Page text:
Contents: Welcome and introductions | About Charlie Knight | Why write about New Market? | Charlie’s relationship with Savas Beatie, LLC | The strategic importance of the Shenandoah Valley
Part 2: Charlie Knight Interview Part 2
Contents: Lincoln promotes US Major General Franz Sigel to command the Valley forces | John Breckinridge and John Imboden the Confederate commanders in the Shenandoah Valley
Part 3: Charlie Knight Interview Part 3
Contents: The opposing forces and tactical situation in May 1864 | Sigel’s early movements in the Shenandoah Valley
Part 4: Charlie Knight Interview Part 4
Contents: Confederate partisan rangers bring grief to Sigel | Sigel’s use of his mounted arm | The Federal operational plan for the Shenandoah Valley
Part 5: Charlie Knight Interview Part 5
Contents: Breckinridge’s Confederate forces meet near New Market | Confederate desertions spike during the movement on New Market | How the terrain of the New Market Battlefield dictated the tactical plans and movements at New Market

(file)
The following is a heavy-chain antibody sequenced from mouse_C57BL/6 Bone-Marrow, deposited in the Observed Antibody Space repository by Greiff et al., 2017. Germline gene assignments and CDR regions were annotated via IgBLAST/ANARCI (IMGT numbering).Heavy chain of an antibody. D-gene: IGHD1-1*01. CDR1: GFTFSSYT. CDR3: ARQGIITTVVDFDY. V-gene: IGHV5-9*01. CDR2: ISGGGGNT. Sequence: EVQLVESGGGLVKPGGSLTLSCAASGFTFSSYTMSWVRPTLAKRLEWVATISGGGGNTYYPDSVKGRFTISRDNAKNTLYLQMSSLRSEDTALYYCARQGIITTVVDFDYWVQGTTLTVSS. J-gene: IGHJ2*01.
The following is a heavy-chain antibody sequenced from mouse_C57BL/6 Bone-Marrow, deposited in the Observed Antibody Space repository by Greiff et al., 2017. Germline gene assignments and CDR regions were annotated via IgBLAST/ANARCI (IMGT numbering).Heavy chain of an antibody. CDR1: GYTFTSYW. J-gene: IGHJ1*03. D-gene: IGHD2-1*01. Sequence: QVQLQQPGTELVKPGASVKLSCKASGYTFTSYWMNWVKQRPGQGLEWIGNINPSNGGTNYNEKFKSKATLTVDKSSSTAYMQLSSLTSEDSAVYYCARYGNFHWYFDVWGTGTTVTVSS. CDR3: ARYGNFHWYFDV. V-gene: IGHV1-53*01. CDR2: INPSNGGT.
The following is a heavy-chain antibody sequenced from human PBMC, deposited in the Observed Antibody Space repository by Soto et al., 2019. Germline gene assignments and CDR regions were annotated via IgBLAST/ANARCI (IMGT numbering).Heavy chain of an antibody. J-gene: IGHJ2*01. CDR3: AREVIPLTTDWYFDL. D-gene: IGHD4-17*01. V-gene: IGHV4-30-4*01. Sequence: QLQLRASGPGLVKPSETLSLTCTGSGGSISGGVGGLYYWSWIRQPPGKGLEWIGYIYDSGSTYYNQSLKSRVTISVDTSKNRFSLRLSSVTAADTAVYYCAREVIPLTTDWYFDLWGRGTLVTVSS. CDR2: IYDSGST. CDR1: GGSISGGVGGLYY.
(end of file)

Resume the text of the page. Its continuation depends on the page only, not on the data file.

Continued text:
Part 6: Charlie Knight Interview Part 6
Contents: Night fighting at New Market on May 14 | Breckinridge arrives at New Market and arrays his forces on Shirley’s Hill | The tactical situation on the morning of May 15 | Breckinridge formulates his plans for the upcoming battle
Part 7: Charlie Knight Interview Part 7
Contents: CSA Brigadier General Gabriel Wharton’s Brigade attacks Colonel Augustus Moor’s troops at New Market | Moor’s lack of familiarity with his brigade | Sigel arrives at New Market and takes command | Imboden attacks the Federal cavalry from a position east of Smith’s Creek | Imboden is taken out of the fight